Jessica's Blog Yoga

Jessica’s Blog: A Month of Ashtanga

Yoga, Jessica Young, Ms. Fit, feminist fitness, women's health, women's fitness
Jessica Young
Written by Jessica Young

Part One

Yoga, Jessica Young, Ms. Fit, feminist fitness, women's health, women's fitness, Ashtanga yoga

I had my first yoga experience more than ten years ago, and I’ve been practicing yoga faithfully since 2006. In that time I’ve consistently flirted with Ashtanga* yoga: ooh, what’s that yoga over there? Ashtanga, what an exotic name! You’re cute; can I take you out for a smoothie or a chai sometime? We’d date for a while, me earnestly rolling out my mat six days a week and puffing and sweating my way through sun salutations and standing poses, only to be thwarted by sitting poses that highlighted how tight my hips and hamstrings are. Then, I’d make up some excuse—“I’m going to blow my shoulders out with all these vinyasas”, “I shouldn’t do Ashtanga, it aggravates my pitta too much*”—and I’d split.

(*Sidebar: this pitta thing is yogi speak, or more precisely, Ayurveda-speak. Ayurveda is a profound and thorough science, often known as the sister science to yoga that explores a way of taking the best care of yourself to achieve homeostasis. It features wonderful and strange practices including stripping naked and massaging oil your body all over on a daily basis, rinsing your nasal passages with salt water, and a delightful treat known as a basti. If you’re interested, I’d start with this book for more info.)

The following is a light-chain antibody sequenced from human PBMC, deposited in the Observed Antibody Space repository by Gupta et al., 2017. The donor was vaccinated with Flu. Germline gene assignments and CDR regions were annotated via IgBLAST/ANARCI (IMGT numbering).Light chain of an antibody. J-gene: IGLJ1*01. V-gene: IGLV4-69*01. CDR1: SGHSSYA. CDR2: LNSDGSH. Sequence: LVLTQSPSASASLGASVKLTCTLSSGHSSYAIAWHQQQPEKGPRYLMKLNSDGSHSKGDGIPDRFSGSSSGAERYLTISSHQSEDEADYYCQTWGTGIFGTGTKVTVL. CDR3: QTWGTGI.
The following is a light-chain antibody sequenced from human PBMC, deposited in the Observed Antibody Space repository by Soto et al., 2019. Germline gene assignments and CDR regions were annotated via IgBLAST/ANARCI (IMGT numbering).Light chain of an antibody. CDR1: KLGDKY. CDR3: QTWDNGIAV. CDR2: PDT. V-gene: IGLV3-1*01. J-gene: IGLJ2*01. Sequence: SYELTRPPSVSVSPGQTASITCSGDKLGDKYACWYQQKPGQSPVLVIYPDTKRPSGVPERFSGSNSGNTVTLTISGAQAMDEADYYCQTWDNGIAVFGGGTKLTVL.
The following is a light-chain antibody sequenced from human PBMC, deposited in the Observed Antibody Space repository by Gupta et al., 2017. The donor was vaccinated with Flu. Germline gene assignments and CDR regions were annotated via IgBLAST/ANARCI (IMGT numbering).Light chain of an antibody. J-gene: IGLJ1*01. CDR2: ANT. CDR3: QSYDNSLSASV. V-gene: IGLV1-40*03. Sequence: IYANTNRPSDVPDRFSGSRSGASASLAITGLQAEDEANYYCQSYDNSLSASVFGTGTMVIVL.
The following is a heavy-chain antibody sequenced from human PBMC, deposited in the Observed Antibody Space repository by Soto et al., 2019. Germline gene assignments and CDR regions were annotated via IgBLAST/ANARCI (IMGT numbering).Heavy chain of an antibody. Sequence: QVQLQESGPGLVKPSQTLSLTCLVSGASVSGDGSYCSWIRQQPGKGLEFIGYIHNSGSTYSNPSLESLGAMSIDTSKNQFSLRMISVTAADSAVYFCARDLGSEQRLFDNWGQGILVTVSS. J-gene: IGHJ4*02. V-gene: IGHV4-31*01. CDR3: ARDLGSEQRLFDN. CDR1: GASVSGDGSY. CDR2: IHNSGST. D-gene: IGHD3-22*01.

This time I’m done with the on-again off-again. I don’t really know what’s taken hold of me, but I’m determined that my relationship with Ashtanga not be a booty call or a couple of insincere attempts. Love is always better the second time around. To make sure this flirtation becomes a lifelong practice, I’m writing about it here, so that you can see my progress, hold me accountable, practice with me and suggest helpful tips and encouragement.

What is Ashtanga yoga?

God, where to begin? On their website, Yoga Journal defines Ashtanga as a system of yoga modeled on the eight limbs of yoga, articulated by Pantanjali in the Yoga Sutras. The greatest emphasis is on the third limb, asana or poses (think the yoga class at your gym), as a vehicle for realizing all eight limbs. On perhaps a different end of the spectrum, FitSugar.com describes Ashtanga as a fast-paced, athletic yoga perfect for Type-A personalities who love structure, or for runners, cyclists and climbers looking to open up tight hips and hamstrings. Some say that Ashtanga has the power to transform the entire world—but it’s probably asking a lot to bring peace to the Middle East just by doing a few sun salutations together. A comprehensive, if a bit academic, definition can be found at Ashtanga.com. A gentler and perhaps a little more new-age answer to this question can be found here.